After the question I received from a reader this week about how to perform magic without the use of candles I got to thinking about some of the ways in which I choose to cast spells and how some of the less traditional ideas can be just as effective as the established tried and tested candle magic. I’m always very firmly of the mind that the success of the individual witch lies in her ability to listen to what instinct tells her is right. Yes there is a lot to be said for tradition - both personal family history and the methods of witches documented throughout the centuries in various Grimoires and writings - but all the tradition in the world can’t replace (in my view at least) that gut feeling when you just instinctively know how a working should be performed.
So what I’d like to do with the blog this week is to talk about a couple of my less traditional practices and some of the individual techniques I employ in my own magic.
One of the ways in which I work that always feels very natural to me but gets the odd raised eyebrow from other witches is my use of the principle of shaking to activate. I’m very keen on making spells in jars, usually involving a poppet or a taglock of a person inside submerged in relevant herbs and oils. Most often I use this spell for peace and calming when a person is undergoing a stressful situation. I stick the essence of a person in the jar and tell them to shake it whenever they need a little extra oomph from the spell. I like this method because I enjoy the idea of the person for whom I am casting having some element of contributing to the spell. By shaking it they are not so much “activating” as infusing with their own energy and the blend of my working and their energy can be a powerful combination that usually managed to achieve the desired effect.
But the principle behind shake to activate is a simple one – it is the idea that a spell is not a single cast in a moment of time. In my view a spell is an ongoing commitment that can be nurtured, changed and encouraged to evolve over a period of time. Many of the spells I undertake are not designed to be one off affairs but long term workings that grow in potency as new efforts are applied on a regular basis. It is interesting to me how many witches overlook the idea of long term workings – I can honestly say that some of my best work has been the result of slowly building a spell over a period of weeks.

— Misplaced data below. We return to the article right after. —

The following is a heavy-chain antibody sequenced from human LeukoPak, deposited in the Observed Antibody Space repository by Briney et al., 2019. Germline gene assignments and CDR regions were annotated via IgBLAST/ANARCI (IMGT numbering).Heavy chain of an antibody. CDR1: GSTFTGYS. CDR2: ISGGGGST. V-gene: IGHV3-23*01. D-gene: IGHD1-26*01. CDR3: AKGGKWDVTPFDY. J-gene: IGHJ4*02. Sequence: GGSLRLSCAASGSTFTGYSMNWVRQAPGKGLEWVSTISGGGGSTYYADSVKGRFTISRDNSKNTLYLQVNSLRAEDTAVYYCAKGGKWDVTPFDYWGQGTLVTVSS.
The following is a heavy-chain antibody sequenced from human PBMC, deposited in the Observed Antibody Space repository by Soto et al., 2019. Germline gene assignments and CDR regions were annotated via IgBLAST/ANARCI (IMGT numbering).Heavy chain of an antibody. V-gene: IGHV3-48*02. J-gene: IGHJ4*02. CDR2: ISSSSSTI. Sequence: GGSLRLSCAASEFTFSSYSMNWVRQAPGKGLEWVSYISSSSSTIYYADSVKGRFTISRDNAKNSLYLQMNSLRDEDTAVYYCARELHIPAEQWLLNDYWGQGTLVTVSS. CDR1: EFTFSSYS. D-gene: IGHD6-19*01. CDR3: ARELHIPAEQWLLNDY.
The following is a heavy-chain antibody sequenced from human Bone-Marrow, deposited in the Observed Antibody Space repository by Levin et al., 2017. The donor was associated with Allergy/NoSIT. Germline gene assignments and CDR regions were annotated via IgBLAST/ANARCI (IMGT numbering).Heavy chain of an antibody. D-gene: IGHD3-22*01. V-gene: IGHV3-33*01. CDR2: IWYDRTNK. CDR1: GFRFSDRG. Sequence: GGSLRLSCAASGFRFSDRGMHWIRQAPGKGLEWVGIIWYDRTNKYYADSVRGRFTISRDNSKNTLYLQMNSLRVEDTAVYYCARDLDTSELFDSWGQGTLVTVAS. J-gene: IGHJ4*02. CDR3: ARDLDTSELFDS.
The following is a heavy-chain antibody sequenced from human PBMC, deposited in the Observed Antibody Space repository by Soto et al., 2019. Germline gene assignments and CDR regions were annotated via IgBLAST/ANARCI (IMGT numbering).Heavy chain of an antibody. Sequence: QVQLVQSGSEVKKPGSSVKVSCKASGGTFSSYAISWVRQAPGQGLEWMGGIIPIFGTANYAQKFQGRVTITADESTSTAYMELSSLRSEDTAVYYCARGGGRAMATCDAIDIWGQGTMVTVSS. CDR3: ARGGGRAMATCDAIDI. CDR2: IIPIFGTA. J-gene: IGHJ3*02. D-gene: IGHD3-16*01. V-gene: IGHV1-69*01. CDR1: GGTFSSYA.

In keeping with the idea of slow building spells, one of my preferred methods of casting is to utilise natural methods of slow release to activate the spell over a period of time. Again this can be more effective than a solitary quick blast of energy applied and then abandoned. Let’s say as an example that I intended to perform a spell to increase my personal finances – this to me would be an ideal working for a slow release spell. Were I to perform this as a one off I might be able to attract myself a modest amount of money as a single windfall but if I genuinely wanted to see an increase in my personal finances I would need to be in a position where I was receiving this money on a regular basis and encouraging money to flow toward me steadily rather than drop on the doorstep as a one off. What I would be likely to do in such an event is to seal my working in some sort of biodegradable covering (a brown paper bag is ideal) and then bury it in the earth. The slow break down of the spell encourages a consistent and even result and that, enhanced with the elemental nature of Earth (substance and material) would bring about the desired long term results.
I like to look at using different materials with the work that I do and one of the materials that has recently played a big part in my craft is children's plasticine. I find moulding plasticine a far more satisfactory method of making a poppet than the old fashioned needle and thread variety. I particularly enjoy the use of them for hex work when a good theraputic pinch of the plasticine doll can deliver some not so lovely results to the intended recipient. Plasticine poppets are also excellent for manipulation work, literally bending and twisting the individual to yield to your desire. In a pinch blue tak can also make a pretty good substitute..
To some extent I call myself a Traditional witch but to quite a large degree I am actually quite modern in my outlook. I consider myself privileged to live in an age with all sorts of technological conveniences and I don’t understand why some witches insist on limiting themselves to the tools of their ancestors and shunning the advances of the modern world. I will quite happily use the microwave - it makes things explode for goodness sakes and that is very useful for a witch! I use the fridge and freezer to store perishable items, I use a coffee grinder to grind up dried herbs (got that idea from another witch and it works like a charm) I’ve even done spells using the toilet where I’ve written things on toilet paper and used the flush of the toilet as the channelling for the spell. Shunning the advances of our species in favour of an elitist idea of "Traditional" limits a witch’s influence in my opinion and also wastes a lot of her time. It’s also a little hypocritical if she only applies this dogged pursuit of Tradition in her magic life – you don’t see many witches of today shunning the vacumn for the broom in their house cleaning. If we’re happy to evolve in our mundane lives surely it makes sense to evolve in our magical lives as well?
Join the Witch Path Forward Facebook community. (Click the icon).